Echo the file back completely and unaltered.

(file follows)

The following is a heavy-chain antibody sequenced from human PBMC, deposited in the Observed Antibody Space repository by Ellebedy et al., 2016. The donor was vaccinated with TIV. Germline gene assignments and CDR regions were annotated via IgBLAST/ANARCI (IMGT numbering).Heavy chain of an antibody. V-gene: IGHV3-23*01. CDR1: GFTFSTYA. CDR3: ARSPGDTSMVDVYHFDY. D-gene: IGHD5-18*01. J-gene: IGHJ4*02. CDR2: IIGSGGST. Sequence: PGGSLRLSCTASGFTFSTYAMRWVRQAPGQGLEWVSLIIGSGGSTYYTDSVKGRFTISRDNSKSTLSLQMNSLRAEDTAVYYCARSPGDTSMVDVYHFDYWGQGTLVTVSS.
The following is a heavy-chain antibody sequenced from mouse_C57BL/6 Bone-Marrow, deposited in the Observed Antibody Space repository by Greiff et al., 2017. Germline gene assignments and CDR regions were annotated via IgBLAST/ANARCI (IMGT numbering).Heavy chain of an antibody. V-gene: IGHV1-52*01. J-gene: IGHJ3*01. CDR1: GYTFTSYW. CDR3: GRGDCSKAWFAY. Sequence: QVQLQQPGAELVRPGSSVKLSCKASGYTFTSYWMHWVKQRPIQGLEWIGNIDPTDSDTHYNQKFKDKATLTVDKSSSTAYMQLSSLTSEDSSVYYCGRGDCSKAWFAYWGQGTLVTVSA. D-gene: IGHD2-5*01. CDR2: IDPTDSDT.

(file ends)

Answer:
The following is a heavy-chain antibody sequenced from human PBMC, deposited in the Observed Antibody Space repository by Ellebedy et al., 2016. The donor was vaccinated with TIV. Germline gene assignments and CDR regions were annotated via IgBLAST/ANARCI (IMGT numbering).Heavy chain of an antibody. V-gene: IGHV3-23*01. CDR1: GFTFSTYA. CDR3: ARSPGDTSMVDVYHFDY. D-gene: IGHD5-18*01. J-gene: IGHJ4*02. CDR2: IIGSGGST. Sequence: PGGSLRLSCTASGFTFSTYAMRWVRQAPGQGLEWVSLIIGSGGSTYYTDSVKGRFTISRDNSKSTLSLQMNSLRAEDTAVYYCARSPGDTSMVDVYHFDYWGQGTLVTVSS.
The following is a heavy-chain antibody sequenced from mouse_C57BL/6 Bone-Marrow, deposited in the Observed Antibody Space repository by Greiff et al., 2017. Germline gene assignments and CDR regions were annotated via IgBLAST/ANARCI (IMGT numbering).Heavy chain of an antibody. V-gene: IGHV1-52*01. J-gene: IGHJ3*01. CDR1: GYTFTSYW. CDR3: GRGDCSKAWFAY. Sequence: QVQLQQPGAELVRPGSSVKLSCKASGYTFTSYWMHWVKQRPIQGLEWIGNIDPTDSDTHYNQKFKDKATLTVDKSSSTAYMQLSSLTSEDSSVYYCGRGDCSKAWFAYWGQGTLVTVSA. D-gene: IGHD2-5*01. CDR2: IDPTDSDT.